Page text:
Just Why?

This morning I dragged two very cranky children to daycare kicking and screaming. I was running late after fighting with them…potty, dressing, cough medication…and before it was over with each of us was crying, for different reasons. My daughter wanted her blankie. My son wanted to NOT go to “school”. Me, I just wanted to stop feeling like the worst mother ever.

How many other women lived this today?

By the time I got to the office, my first patient had been roomed. Running late REALLY stresses me out. I spent a minute or two trying to choke back the tears and frustration, because let’s face it, no one wants to hear about their doctor’s problems and then ran into the room apologizing and smiling, praying the bloodshot eyes were not terribly noticeable.

Then, my next three patients did not show up.

This does not happen often. Usually I am terribly overbooked, so when I get a no show, I feel…lost. For a whole hour and fifteen minutes I had no patients! I used the time to get caught back up on all of the charting and paperwork that I am responsible for, but in the back of my mind the frustration was mounting. This morning I had felt as if I had incarcerated my children in some awful foreign gulag with strangers that would surely torture them given the opportunity. My son had begged and pleaded with me, sobbing, to stay “Just one more minute, mommy!” My daughter stared at me accusingly with pain in her eyes as big, wet tears of sadness rolled down her cheeks. Why? So I could go to work and do nothing. Never mind the fact that these missing patients may have had mornings like mine, or worse.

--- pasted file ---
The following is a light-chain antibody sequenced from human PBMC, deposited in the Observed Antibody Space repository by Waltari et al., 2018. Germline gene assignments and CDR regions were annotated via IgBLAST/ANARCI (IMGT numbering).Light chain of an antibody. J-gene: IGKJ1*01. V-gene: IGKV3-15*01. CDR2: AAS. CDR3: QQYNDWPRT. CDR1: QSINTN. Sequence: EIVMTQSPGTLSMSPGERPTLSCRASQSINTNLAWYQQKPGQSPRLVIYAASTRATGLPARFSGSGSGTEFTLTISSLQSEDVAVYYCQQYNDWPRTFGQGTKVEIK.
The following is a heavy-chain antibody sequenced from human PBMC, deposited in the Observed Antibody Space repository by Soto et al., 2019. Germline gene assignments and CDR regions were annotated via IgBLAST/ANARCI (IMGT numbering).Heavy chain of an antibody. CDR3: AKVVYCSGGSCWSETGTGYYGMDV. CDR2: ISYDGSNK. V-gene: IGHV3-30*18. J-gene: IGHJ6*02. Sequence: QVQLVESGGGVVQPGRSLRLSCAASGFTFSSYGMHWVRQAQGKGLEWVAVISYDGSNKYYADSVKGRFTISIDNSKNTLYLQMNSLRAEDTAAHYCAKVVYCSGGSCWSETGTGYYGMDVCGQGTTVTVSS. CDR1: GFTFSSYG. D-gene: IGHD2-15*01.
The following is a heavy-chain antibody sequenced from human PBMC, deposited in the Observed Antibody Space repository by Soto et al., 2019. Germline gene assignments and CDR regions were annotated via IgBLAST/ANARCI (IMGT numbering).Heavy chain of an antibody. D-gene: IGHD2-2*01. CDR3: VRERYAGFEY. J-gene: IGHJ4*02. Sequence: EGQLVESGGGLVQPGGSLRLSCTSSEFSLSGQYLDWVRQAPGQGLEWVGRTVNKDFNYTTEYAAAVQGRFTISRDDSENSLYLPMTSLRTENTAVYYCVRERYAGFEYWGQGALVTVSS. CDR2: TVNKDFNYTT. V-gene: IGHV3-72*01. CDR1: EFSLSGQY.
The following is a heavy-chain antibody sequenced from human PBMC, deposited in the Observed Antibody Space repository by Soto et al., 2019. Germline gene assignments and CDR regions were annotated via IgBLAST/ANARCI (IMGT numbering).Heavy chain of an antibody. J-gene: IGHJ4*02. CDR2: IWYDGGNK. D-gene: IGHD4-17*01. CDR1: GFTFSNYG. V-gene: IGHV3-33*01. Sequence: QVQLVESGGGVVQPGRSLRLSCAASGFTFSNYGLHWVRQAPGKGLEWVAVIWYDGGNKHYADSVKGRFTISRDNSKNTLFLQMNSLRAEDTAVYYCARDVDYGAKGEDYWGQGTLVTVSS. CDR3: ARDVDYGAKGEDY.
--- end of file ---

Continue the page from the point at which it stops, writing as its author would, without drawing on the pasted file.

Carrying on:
I started fantasizing about quitting my job, becoming a stay at home mom. My student loans are paid off. I could do that. For a year.

Then the self pity started. No one understands what I go through every day to be here. They don’t know that I worked all while pregnant, praying that I did not go into labor early because I could not find a locum to cover my practice. They don’t understand when I have to take a day off for family emergencies or a long overdue vacation so I don’t go crazy or for studying to retake my boards (yeah, another ten years gone by). No one cares how little sleep I get, how many hours I work on charting from home, or how hurt I get when a patient gets ugly with me, or that when they are calling the “on call doctor” that I may be in the middle of cleaning up toddler vomit. Blah, blah, blah.

I need to tell someone!

The truth is that I think we all want our physicians to have it all together. Give me an illusion of a capable individual who has everything in hand any day. Particularly if you are going to be operating on me. I don’t want to know that your are frustrated with your kids or your spouse right before you cut me open to resect my colon cancer. Or before you do a pelvic exam. Or talk to me about my depression.

The afternoon was a whirlwind, running from one room to the next, and kept me from thinking any more until now. The kids are fed and in bed and peace has returned to the house, and to my heart. As I hold my daughter’s little hands as she is drifting off to sleep I remember these important things:

Children make your life terribly complicated. But they also make enduring the other crap in your life much more worthwhile.